edited February 2018 tallest skilfastasleep
  • Reply 91 of 106
    blah64blah64 Posts: 993member
    wizard69 said:
      Apples new speaker will need more openess than it currently has and a flexibility to work off the grid, before i consider it.  By off the grid i mean with no internet connection to the wider world and handling the streams i want to send it.  
    I'm totally with you on this.  I own my music (or at least the physical media and the rights to play it forever), and I don't give devices that I can't control unfettered connectivity to the internet.  Ever.

    That said, I'd love to have local voice control, and I'd be interested in giving the fancy audio tech a try in my own environments.  $350 would be a no-brainer, I'd probably buy at least 2.
  • Reply 92 of 106
    blah64blah64 Posts: 993member

    "Hey Siri, play songs from my iTunes library"
    becomes
    "Hey Siri, upload all of my vast iTunes music to Apple, charge me to store it there, and them stream it back to me."
    Exactly, ^this^.  Great comment for a newbie, welcome to AI!

    I purchase all my music.  Either via iTunes (anonymously, of course!), or on physical media.  I will never, ever subscribe to a service that requires my bits to be on someone else's servers, let alone require me to pay to use my own previously-purchased music. 

    Separately, as others have mentioned, the time it would require to rip and upload my entire music library would be ridiculous.  Especially when most of it is rarely listened to.  For infrequently listened to music, it's far easier and more efficient to take the 20 seconds to put the media in a physical player once/year or less.
    edited February 2018 pte apple
  • Reply 93 of 106
    blah64blah64 Posts: 993member
    bluefire1 said:
    Maybe I missed it but what about songs in my iTunes library that weren't purchased from iTunes Music and aren't connected to Apple Music.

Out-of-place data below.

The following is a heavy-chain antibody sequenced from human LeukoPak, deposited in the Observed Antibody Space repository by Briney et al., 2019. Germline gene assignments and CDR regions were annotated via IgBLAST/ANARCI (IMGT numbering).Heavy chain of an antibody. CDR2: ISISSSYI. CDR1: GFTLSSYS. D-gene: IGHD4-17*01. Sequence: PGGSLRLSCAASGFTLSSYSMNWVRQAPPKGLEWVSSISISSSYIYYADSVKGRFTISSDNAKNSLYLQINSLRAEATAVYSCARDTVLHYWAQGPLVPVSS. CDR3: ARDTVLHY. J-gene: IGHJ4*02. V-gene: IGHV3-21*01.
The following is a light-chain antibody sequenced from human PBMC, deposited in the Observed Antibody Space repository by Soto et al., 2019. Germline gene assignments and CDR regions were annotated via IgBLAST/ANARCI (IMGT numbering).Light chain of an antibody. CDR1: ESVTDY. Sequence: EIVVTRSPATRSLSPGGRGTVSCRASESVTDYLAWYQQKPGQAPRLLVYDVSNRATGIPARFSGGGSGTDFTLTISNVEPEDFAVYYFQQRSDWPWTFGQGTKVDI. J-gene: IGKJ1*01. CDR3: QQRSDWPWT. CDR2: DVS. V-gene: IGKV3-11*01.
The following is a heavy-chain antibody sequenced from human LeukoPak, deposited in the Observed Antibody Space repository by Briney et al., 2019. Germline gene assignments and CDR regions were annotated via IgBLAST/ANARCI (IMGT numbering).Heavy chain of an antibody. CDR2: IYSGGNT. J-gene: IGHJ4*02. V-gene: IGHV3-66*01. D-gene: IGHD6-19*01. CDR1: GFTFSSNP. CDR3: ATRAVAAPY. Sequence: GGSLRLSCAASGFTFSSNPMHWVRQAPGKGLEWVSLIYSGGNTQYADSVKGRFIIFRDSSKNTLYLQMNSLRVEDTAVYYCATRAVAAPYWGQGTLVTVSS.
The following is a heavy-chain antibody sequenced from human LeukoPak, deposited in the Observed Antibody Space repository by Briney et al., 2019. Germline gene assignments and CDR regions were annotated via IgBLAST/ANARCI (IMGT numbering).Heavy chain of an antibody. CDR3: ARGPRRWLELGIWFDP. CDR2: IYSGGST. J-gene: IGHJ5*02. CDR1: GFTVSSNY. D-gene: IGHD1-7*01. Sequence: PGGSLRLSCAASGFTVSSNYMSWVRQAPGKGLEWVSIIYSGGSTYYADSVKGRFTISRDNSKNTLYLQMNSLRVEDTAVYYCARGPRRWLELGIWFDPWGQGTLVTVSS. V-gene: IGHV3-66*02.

Will those songs not be available to play on HomePod?
    You can play those songs in your iTunes library but only via AirPlay originating in the Mac or iOS device holding the songs.  But not by Siri on the HomePod.
    You can use Siri on the HP to play those songs, but only if you first upload all your d***** music to Apple and pay them via iTunes Match to stream it all back to you.

    But you cannot use Siri on the HP to play music on an iTunes library shared on your local network.

    I've invested a lot of time curating my iTunes library, and with my slow internet connection uploading it all just to be able to use Siri on an HP doesn't make sense.  I have other ways to stream music around the house.  If I can't do it with Siri as it is, I have no use for a HomePod.
    Are you 100% sure of this?

    I have other solutions as well, so I'm not hurting for options.  And my music-playing devices do not have any internet connectivity.  To be honest, I'm not even sure if I can use AirPlay, because IIRC didn't it used to require the playing device (like Apple TV) to have internet connectivity to verify an appleID.  It's been a long time since I messed with this stuff, is that still the case?

    If all of what you say above it true, then I probably have no use for a HomePod either.  I hope other usage options are available.
  • Reply 94 of 106
    gatorguygatorguy Posts: 24,388member
    blah64 said:
    bluefire1 said:
    Maybe I missed it but what about songs in my iTunes library that weren't purchased from iTunes Music and aren't connected to Apple Music.
    Will those songs not be available to play on HomePod?
    You can play those songs in your iTunes library but only via AirPlay originating in the Mac or iOS device holding the songs.  But not by Siri on the HomePod.
    You can use Siri on the HP to play those songs, but only if you first upload all your d***** music to Apple and pay them via iTunes Match to stream it all back to you.

    But you cannot use Siri on the HP to play music on an iTunes library shared on your local network.